Adventures in the Valley(s)

Marlene and I had to pick up our quarterly wine club bottles from Agua Dulce Winery in the Sierra Pelona Valley in northern Los Angeles County (about an hour from our house).  On the way, we decided to stop in the northeast San Fernando Valley at #100 on LA Times food critic Jonathan Gold’s Top 101 Restaurants, Rocio’s Mole de los Dioses (mole of the gods/goddesses).

I started off with a refreshing agua de nopal con piña (fruit drink with cactus and pineapple).  We shared the mole sampler; I  also had a cactus salad and Marlene had a chicken dish with mole poblano.

The mole sampler with “nopaltillas,” cactus tortillas. Photo by Marlene Caldera.

The moles were delicious, probably the best I’ve ever had.  The “mole de los dioses,” made with huitlacoche, an edible fungus that grows on corn and is also called “corn truffle,” had a smooth creaminess; the mole manchamanteles was smoky, almost like a Mexican barbecue sauce; and the mole de nopal was creamy up front and hot at the end.

After lunch, we headed over the Newhall Pass into the Santa Clarita Valley and exited California Highway 14 at Placerita Canyon Road to visit the Placerita Canyon Nature Center.


The center, maintained by LA County Parks & Recreation, is the home of a famous tree:  the Oak of the Golden Dream.

Photo by Marlene Caldera

Leon Worden’s article at Santa Clarita TV’s history website tells the story:  according to legend, in 1842, Francisco Lopez was herding cattle on his niece’s ranch when took a nap under an oak tree.  As he slept, he dreamed that he was swimming in a pool of gold.  After his siesta, Don Francisco found some wild onions, and, after he dug the onions up, he noticed that some particles of gold in the dirt around the onion roots.  Sure enough, Placerita Canyon was the site of the first gold strike in California, six years before the famous strike in Northern California.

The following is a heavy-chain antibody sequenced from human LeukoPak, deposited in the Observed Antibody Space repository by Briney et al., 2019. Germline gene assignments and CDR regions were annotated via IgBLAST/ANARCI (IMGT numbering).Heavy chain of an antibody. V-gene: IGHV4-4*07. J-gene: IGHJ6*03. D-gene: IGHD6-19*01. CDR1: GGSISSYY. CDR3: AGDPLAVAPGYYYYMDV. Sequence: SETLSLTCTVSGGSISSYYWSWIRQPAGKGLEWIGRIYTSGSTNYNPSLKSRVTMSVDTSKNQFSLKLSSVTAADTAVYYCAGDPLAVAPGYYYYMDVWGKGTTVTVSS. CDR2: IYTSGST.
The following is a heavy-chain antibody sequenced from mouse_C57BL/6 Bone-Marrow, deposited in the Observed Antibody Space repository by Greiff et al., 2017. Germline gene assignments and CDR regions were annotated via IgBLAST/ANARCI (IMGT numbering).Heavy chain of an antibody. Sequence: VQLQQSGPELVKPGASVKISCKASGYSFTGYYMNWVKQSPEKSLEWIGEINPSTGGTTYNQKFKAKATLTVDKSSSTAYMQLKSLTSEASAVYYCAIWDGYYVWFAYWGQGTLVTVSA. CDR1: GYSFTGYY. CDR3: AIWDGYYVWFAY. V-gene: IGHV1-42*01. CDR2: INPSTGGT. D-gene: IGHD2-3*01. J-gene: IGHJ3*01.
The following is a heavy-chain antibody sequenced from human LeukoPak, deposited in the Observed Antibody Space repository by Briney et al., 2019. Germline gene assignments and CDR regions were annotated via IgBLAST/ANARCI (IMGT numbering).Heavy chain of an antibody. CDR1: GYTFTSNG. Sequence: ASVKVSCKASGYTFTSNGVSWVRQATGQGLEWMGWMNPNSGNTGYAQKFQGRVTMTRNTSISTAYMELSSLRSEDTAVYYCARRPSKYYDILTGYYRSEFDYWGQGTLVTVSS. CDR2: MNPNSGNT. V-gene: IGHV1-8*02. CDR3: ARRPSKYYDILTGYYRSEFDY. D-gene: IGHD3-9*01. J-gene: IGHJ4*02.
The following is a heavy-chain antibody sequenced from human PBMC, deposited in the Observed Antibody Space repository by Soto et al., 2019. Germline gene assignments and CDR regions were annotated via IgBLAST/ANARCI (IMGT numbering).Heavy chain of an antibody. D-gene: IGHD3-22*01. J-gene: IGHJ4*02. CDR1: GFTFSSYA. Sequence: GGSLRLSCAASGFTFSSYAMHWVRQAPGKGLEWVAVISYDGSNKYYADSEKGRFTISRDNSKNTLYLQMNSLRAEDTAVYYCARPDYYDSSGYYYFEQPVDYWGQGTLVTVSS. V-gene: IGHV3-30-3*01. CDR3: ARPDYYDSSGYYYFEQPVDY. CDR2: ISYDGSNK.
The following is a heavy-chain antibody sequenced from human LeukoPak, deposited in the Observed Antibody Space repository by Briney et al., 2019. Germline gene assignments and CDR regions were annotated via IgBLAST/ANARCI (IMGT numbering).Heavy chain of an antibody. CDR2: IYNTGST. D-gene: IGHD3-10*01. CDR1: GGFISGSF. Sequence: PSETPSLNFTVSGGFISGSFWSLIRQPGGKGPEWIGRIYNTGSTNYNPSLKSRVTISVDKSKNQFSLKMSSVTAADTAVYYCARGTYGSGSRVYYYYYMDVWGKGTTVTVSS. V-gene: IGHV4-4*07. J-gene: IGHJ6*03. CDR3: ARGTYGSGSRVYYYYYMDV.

Next, we headed to the Vasquez Rocks, not far from the winery.  If you’ve ever watched Star Trek, you’ve seen this iconic landform.

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Apparently, not far from the rocks are Native American petroglyphs.  Looks like we’ll have to go back and hike that trail!

We ended up at the winery around 3:30.  It was getting late, so we only stayed long enough to pick up our wine before heading for home.


2 thoughts on “Adventures in the Valley(s)

    1. I can’t wait to watch those episodes again, having been to the site. The shot from “Friday’s Child” where Kirk, Bones, and Julie Newmar’s character are seeking a hiding place was practically from where I was standing yesterday! (After 16 years in my adopted metropolis, I have the typical Angeleno nonchalance about Hollywood, but Star Trek is an exception, haha.)

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